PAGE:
What is in this article?:
- Obama all-in for alternative energy
- $35 million over three years
- Subject to annual appropriations, USDA and DOE plan to contribute up to $35 million over three years for this year's biomass industry solicitation.
As President Obama went to Ohio State University to discuss the Administration's all-out, all-of-the-above strategy for American energy, the White House announced up to $35 million over three years to support research and development in advanced biofuels, bioenergy and high-value biobased products. The projects funded through the Biomass Research and Development Initiative (BRDI) – a joint program through the U.S. Department of Agriculture (USDA) and the U.S. Energy Department (DOE) – will help develop economically and environmentally sustainable sources of renewable biomass and increase the availability of renewable fuels and biobased products that can help replace the need for gasoline and diesel in vehicles and diversify our energy portfolio. Today's announcement to invest in advanced biofuels supports President Obama's blueprint for an economy fueled by homegrown, alternative energy sources designed and produced by American workers. These investments will help cut America's oil imports, develop clean alternative energy technologies, and protect American families and businesses from the ups and downs of the global oil market.
"USDA's partnership with the Department of Energy aims to improve our country's energy security and provide sustainable jobs in communities across the country," said Agriculture Secretary Tom Vilsack. "This funding represents the kind of innovation we need to build American-made, homegrown biofuels and biobased products that will help to break our dependence on foreign oil and move our nation toward a clean energy economy."
"President Obama called for an all-of-the-above strategy that develops every available source of American energy and advances technologies that will help reduce our dependence on foreign oil and save money for American consumers," said Secretary Chu. "Investing in next-generation biofuels helps boost the competitiveness of the U.S. biofuels industry, supports economic development in rural communities, and creates skilled jobs for American workers."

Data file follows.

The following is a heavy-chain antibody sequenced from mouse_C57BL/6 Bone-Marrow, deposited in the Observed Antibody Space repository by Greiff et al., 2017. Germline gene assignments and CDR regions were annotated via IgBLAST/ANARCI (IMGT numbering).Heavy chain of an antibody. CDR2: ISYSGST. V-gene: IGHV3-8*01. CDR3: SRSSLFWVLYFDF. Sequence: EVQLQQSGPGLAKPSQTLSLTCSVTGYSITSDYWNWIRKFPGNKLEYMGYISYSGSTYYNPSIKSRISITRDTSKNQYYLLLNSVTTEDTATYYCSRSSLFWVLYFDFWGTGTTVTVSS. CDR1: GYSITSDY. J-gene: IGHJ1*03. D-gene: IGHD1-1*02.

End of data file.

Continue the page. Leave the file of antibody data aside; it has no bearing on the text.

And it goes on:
For fiscal year 2012, applicants seeking BRDI funding must propose projects that integrate science and engineering research in the following three technical areas that are critical to the broader success of alternative biofuels production:
Funding will support research, development and demonstration activities for improving biomass feedstocks and their supply, including the harvest, transport, preprocessing, and storage necessary to produce biofuels and biobased products.
Biofuels and Biobased Products Development
Research, development and demonstration activities will support cost-effective technologies to increase the use of cellulosic biomass in the production of biofuels and biobased products. Funding will also support the development of a wide range of technologies to produce various biobased products, including animal feeds and chemicals that can potentially increase the economic viability of large-scale fuel production in a biorefinery.
Biofuels Development Analysis
Projects will develop analytical tools to better evaluate the effects of expanded biofuel production on the environment and to assess the potential of using federal land resources to sustainably increase feedstock production for biofuels and biobased products.
Integrating multiple technical areas in each project will encourage collaborative problem-solving approaches, enable grantees to identify and address knowledge gaps, and facilitate the formation of research consortia.